economic and cultural exchange. This paper provides a case study of a Pyla-Koutsopetria, a mid-sized, Late Antique harbor town of between 30 and 50 ha. situated 10 kilometers east of ancient Kition, Cyprus. Five seasons of archaeological fieldwork by the Pyla-Koutsopetria Archaeological Project have produced archaeological evidence for local and interregional exchange on the micro-regional level. The midsized site of Pyla-Koutsopetria suggests a decentralized pattern connectivity which links exurban and rural regions in Cyprus to broader Mediterranean currents. This connectivity not only provided an economic lifeline but also an opportunity for cultural exchange independent from dominant urban areas. This study considers how greater Mediterranean connectivity supported by an increased number of recognized autonomous economic nodes challenges the longstanding view of ancient culture as an urban phenomenon.

Social networks and exchange in ancient Greece: the evidence of weight standards (a case study) .

Katerina Panagopoulou, University of Crete

The present paper capitalizes on the key convention in identifying monetary networks in antiquity, that of a weight standard. A weight standard may be defined as a unit of weight, the fractions or multiples of which provided the various denominations of a coin issue. The unit of weight adopted often varied from place to place. It was normal for a state to adopt (and adapt) for its coin issues the weight standard employed in the economic transactions in which it participated. A state (as an issuing authority) might also employ different weight standards for different coin issues, in order to facilitate transactions lying on different monetary conventions. In order to investigate the nature of the market defined through this convention, I will explore the structure of the market in a specific area through the application of the social networks’ theory. I will then examine the processual history of the integration of this given area into more global monetary systems dominated by standards as widely accepted as the Attic in the Hellenistic period. I will then focus on the impact that the integration of this area into the lingua franca of the Classical and Hellenistic period had upon local networks.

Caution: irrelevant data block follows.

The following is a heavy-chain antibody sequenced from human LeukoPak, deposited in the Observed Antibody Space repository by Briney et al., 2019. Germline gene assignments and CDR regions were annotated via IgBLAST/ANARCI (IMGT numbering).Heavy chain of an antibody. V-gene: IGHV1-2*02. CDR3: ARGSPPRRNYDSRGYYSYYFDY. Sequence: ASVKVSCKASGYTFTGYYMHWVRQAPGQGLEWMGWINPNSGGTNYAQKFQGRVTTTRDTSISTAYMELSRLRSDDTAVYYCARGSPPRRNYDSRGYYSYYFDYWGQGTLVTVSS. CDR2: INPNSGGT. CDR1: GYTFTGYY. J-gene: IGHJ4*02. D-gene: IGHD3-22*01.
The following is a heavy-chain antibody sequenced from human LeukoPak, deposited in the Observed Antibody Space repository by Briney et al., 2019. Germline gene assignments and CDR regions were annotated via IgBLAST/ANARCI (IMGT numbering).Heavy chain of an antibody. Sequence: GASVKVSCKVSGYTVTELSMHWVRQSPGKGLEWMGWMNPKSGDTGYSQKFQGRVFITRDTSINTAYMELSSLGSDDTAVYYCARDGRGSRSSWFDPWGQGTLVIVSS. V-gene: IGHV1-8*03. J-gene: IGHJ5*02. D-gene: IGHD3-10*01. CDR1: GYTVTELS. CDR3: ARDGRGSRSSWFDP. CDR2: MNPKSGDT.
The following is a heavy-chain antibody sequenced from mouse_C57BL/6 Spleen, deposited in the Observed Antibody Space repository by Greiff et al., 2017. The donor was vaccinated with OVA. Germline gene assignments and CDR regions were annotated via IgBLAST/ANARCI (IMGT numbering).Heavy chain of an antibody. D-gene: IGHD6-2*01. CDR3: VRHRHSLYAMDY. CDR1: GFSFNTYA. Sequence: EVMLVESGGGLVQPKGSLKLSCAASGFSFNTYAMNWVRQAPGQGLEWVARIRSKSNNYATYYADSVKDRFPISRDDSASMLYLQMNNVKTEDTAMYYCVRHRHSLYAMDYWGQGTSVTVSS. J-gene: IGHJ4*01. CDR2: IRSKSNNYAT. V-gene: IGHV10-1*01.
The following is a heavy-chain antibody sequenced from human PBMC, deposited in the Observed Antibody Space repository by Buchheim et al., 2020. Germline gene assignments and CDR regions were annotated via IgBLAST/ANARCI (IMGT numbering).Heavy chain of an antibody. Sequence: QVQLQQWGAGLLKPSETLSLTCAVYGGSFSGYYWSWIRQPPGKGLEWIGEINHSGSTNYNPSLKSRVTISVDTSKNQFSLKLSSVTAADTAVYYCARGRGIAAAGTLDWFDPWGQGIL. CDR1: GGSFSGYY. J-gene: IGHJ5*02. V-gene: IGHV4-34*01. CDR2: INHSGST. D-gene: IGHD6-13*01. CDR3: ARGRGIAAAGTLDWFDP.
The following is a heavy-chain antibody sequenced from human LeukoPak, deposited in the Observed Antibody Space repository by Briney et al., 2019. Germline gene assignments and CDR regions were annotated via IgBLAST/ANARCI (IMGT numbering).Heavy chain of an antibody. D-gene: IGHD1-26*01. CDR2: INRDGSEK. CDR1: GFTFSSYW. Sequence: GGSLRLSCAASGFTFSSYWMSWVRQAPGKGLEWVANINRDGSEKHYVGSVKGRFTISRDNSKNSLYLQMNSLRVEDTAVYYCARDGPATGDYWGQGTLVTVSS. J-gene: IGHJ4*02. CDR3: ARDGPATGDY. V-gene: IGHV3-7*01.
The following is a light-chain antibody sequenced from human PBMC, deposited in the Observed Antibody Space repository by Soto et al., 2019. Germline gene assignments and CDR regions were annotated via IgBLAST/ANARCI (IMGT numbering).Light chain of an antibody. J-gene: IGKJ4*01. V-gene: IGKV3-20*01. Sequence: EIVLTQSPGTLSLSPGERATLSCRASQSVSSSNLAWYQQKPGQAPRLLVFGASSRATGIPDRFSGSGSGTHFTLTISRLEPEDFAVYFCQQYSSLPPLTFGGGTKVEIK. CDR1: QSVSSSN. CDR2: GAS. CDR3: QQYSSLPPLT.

Pottery production in Iron Age Crete viewed in the context of regional and external trade networks: A ceramic petrology perspective

Marie-Claude Boileau, Fitch Laboratory, British School at Athens, Greece
James Whitley, School of History and Archaeology, Cardiff University, UK